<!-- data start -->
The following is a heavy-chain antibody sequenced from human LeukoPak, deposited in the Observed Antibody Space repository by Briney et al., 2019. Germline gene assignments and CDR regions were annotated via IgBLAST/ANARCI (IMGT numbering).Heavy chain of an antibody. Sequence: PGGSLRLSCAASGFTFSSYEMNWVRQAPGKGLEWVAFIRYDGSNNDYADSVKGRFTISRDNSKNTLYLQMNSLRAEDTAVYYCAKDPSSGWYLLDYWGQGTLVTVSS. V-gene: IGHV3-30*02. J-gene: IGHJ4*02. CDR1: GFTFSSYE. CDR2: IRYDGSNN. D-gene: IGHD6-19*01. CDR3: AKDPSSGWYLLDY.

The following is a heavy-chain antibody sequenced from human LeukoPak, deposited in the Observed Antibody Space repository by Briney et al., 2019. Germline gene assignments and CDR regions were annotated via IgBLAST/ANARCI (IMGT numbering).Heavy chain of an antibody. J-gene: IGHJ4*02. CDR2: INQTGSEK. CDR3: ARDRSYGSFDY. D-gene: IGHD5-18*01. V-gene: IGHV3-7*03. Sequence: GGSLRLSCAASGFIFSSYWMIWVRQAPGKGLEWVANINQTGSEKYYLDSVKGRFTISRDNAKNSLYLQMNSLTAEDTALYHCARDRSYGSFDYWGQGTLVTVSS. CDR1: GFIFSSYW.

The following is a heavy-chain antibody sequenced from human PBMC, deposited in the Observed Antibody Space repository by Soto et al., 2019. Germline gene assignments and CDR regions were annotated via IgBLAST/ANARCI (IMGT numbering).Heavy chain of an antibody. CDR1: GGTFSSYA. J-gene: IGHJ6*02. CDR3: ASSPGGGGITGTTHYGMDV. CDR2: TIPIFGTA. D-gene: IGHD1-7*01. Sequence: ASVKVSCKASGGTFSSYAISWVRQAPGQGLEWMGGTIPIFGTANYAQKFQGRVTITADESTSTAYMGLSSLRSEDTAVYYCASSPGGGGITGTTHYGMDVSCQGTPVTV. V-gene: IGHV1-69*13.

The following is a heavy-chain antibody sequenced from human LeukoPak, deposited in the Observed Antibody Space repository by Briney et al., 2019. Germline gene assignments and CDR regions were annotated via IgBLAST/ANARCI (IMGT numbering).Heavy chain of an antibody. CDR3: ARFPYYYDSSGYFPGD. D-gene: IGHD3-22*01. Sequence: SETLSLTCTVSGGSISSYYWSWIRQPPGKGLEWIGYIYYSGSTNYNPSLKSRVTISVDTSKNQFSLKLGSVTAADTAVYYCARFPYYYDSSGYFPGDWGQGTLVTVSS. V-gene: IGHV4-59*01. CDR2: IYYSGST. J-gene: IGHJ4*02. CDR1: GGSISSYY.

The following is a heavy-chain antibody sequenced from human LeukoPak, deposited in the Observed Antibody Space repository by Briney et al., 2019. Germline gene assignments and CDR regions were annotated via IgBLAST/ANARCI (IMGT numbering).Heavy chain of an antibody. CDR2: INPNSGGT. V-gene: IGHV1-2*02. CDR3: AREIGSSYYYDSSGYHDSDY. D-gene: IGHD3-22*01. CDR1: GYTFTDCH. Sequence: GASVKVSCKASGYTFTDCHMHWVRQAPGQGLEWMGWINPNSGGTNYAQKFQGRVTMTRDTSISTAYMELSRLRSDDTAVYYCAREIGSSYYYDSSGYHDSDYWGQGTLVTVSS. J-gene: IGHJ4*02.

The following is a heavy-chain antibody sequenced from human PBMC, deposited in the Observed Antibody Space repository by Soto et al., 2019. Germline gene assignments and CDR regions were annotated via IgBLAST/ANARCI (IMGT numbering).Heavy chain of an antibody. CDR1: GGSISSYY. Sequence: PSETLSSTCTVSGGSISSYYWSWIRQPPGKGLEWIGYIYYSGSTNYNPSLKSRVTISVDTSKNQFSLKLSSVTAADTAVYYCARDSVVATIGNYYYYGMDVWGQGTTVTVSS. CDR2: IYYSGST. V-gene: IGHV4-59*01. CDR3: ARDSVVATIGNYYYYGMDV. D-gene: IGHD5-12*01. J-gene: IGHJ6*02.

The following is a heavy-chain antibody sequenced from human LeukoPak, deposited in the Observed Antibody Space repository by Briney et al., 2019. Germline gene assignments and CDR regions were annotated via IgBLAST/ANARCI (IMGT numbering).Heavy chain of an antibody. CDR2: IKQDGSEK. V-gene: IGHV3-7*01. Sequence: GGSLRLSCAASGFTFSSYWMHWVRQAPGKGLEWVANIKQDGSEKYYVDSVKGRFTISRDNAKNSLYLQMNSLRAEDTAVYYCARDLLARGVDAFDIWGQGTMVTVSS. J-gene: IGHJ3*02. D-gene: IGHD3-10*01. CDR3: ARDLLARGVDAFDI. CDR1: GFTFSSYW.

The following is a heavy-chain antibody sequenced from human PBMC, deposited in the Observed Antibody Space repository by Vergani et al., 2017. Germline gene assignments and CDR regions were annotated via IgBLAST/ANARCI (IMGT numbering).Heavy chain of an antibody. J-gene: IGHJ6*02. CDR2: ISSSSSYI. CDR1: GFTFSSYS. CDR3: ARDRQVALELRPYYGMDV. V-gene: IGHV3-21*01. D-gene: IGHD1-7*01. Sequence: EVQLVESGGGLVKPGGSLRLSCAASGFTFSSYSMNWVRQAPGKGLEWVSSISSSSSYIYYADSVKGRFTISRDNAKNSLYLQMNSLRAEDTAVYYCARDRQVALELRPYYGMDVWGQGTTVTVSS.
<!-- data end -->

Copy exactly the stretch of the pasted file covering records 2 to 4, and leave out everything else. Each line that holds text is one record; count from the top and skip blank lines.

The following is a heavy-chain antibody sequenced from human LeukoPak, deposited in the Observed Antibody Space repository by Briney et al., 2019. Germline gene assignments and CDR regions were annotated via IgBLAST/ANARCI (IMGT numbering).Heavy chain of an antibody. J-gene: IGHJ4*02. CDR2: INQTGSEK. CDR3: ARDRSYGSFDY. D-gene: IGHD5-18*01. V-gene: IGHV3-7*03. Sequence: GGSLRLSCAASGFIFSSYWMIWVRQAPGKGLEWVANINQTGSEKYYLDSVKGRFTISRDNAKNSLYLQMNSLTAEDTALYHCARDRSYGSFDYWGQGTLVTVSS. CDR1: GFIFSSYW.

The following is a heavy-chain antibody sequenced from human PBMC, deposited in the Observed Antibody Space repository by Soto et al., 2019. Germline gene assignments and CDR regions were annotated via IgBLAST/ANARCI (IMGT numbering).Heavy chain of an antibody. CDR1: GGTFSSYA. J-gene: IGHJ6*02. CDR3: ASSPGGGGITGTTHYGMDV. CDR2: TIPIFGTA. D-gene: IGHD1-7*01. Sequence: ASVKVSCKASGGTFSSYAISWVRQAPGQGLEWMGGTIPIFGTANYAQKFQGRVTITADESTSTAYMGLSSLRSEDTAVYYCASSPGGGGITGTTHYGMDVSCQGTPVTV. V-gene: IGHV1-69*13.

The following is a heavy-chain antibody sequenced from human LeukoPak, deposited in the Observed Antibody Space repository by Briney et al., 2019. Germline gene assignments and CDR regions were annotated via IgBLAST/ANARCI (IMGT numbering).Heavy chain of an antibody. CDR3: ARFPYYYDSSGYFPGD. D-gene: IGHD3-22*01. Sequence: SETLSLTCTVSGGSISSYYWSWIRQPPGKGLEWIGYIYYSGSTNYNPSLKSRVTISVDTSKNQFSLKLGSVTAADTAVYYCARFPYYYDSSGYFPGDWGQGTLVTVSS. V-gene: IGHV4-59*01. CDR2: IYYSGST. J-gene: IGHJ4*02. CDR1: GGSISSYY.